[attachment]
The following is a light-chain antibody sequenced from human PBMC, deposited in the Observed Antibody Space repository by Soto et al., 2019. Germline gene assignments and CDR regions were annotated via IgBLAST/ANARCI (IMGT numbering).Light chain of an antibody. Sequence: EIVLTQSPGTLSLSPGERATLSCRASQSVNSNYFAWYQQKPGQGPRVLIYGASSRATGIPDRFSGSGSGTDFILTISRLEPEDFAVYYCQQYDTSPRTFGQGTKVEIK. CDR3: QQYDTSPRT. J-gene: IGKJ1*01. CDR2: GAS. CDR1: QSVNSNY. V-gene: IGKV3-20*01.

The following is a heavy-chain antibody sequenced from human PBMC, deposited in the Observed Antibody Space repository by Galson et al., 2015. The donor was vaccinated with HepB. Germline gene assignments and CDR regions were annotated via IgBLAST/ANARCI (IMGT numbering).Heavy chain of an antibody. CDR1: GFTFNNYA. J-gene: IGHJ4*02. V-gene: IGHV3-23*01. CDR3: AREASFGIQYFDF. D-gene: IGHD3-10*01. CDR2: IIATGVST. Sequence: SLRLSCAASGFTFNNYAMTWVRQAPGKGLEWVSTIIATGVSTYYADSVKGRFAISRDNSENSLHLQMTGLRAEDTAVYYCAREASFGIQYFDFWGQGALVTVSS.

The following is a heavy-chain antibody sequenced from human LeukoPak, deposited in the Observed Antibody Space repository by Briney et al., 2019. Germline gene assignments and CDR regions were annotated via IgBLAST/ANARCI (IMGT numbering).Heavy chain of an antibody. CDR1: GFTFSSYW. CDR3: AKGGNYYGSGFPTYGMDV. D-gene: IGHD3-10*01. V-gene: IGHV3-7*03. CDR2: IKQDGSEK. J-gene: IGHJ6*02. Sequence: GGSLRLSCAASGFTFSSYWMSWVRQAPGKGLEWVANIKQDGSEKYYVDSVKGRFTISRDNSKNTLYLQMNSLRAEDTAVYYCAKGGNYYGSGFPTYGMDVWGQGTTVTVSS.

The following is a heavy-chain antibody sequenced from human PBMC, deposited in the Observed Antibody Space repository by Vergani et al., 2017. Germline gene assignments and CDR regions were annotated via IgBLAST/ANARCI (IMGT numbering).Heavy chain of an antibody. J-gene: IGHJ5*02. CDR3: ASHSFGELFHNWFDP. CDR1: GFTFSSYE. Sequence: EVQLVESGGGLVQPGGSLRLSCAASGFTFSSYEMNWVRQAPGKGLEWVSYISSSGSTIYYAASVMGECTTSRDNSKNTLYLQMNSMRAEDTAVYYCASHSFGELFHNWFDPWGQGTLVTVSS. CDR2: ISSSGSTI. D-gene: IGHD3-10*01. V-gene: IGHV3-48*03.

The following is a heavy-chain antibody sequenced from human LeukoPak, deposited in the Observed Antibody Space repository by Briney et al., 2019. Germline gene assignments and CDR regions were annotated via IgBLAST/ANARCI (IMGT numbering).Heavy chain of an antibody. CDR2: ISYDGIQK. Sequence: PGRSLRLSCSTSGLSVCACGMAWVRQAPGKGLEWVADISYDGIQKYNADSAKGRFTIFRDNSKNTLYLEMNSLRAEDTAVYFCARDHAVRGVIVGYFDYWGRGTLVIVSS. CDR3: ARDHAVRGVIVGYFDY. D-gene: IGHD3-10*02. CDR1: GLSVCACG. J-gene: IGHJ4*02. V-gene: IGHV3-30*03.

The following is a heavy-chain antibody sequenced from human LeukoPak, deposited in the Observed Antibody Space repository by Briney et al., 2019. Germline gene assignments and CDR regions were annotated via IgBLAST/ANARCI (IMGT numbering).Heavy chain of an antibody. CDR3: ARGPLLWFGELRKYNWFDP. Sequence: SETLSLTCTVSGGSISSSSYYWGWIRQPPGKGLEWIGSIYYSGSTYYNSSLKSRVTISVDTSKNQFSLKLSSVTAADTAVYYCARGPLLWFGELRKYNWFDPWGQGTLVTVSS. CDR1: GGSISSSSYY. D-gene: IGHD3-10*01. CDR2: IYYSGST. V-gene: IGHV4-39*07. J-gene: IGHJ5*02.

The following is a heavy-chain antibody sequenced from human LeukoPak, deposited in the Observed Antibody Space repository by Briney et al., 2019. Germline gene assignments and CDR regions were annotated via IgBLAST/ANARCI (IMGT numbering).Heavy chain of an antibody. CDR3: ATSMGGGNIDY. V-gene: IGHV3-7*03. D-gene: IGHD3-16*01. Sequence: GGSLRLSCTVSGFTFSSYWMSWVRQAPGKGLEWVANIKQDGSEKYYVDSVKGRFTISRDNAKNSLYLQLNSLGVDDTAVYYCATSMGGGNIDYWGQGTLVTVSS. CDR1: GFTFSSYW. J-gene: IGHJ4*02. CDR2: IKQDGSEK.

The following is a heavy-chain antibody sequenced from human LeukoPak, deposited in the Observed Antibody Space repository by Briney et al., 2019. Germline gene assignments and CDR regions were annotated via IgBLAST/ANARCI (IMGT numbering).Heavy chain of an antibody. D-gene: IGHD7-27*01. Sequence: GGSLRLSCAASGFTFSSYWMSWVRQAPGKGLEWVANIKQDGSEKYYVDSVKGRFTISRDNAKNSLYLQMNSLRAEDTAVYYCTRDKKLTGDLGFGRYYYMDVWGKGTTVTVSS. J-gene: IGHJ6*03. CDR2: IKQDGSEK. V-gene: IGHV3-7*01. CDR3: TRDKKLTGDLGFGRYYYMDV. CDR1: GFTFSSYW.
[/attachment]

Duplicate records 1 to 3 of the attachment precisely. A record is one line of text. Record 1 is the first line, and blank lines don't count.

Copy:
The following is a light-chain antibody sequenced from human PBMC, deposited in the Observed Antibody Space repository by Soto et al., 2019. Germline gene assignments and CDR regions were annotated via IgBLAST/ANARCI (IMGT numbering).Light chain of an antibody. Sequence: EIVLTQSPGTLSLSPGERATLSCRASQSVNSNYFAWYQQKPGQGPRVLIYGASSRATGIPDRFSGSGSGTDFILTISRLEPEDFAVYYCQQYDTSPRTFGQGTKVEIK. CDR3: QQYDTSPRT. J-gene: IGKJ1*01. CDR2: GAS. CDR1: QSVNSNY. V-gene: IGKV3-20*01.

The following is a heavy-chain antibody sequenced from human PBMC, deposited in the Observed Antibody Space repository by Galson et al., 2015. The donor was vaccinated with HepB. Germline gene assignments and CDR regions were annotated via IgBLAST/ANARCI (IMGT numbering).Heavy chain of an antibody. CDR1: GFTFNNYA. J-gene: IGHJ4*02. V-gene: IGHV3-23*01. CDR3: AREASFGIQYFDF. D-gene: IGHD3-10*01. CDR2: IIATGVST. Sequence: SLRLSCAASGFTFNNYAMTWVRQAPGKGLEWVSTIIATGVSTYYADSVKGRFAISRDNSENSLHLQMTGLRAEDTAVYYCAREASFGIQYFDFWGQGALVTVSS.

The following is a heavy-chain antibody sequenced from human LeukoPak, deposited in the Observed Antibody Space repository by Briney et al., 2019. Germline gene assignments and CDR regions were annotated via IgBLAST/ANARCI (IMGT numbering).Heavy chain of an antibody. CDR1: GFTFSSYW. CDR3: AKGGNYYGSGFPTYGMDV. D-gene: IGHD3-10*01. V-gene: IGHV3-7*03. CDR2: IKQDGSEK. J-gene: IGHJ6*02. Sequence: GGSLRLSCAASGFTFSSYWMSWVRQAPGKGLEWVANIKQDGSEKYYVDSVKGRFTISRDNSKNTLYLQMNSLRAEDTAVYYCAKGGNYYGSGFPTYGMDVWGQGTTVTVSS.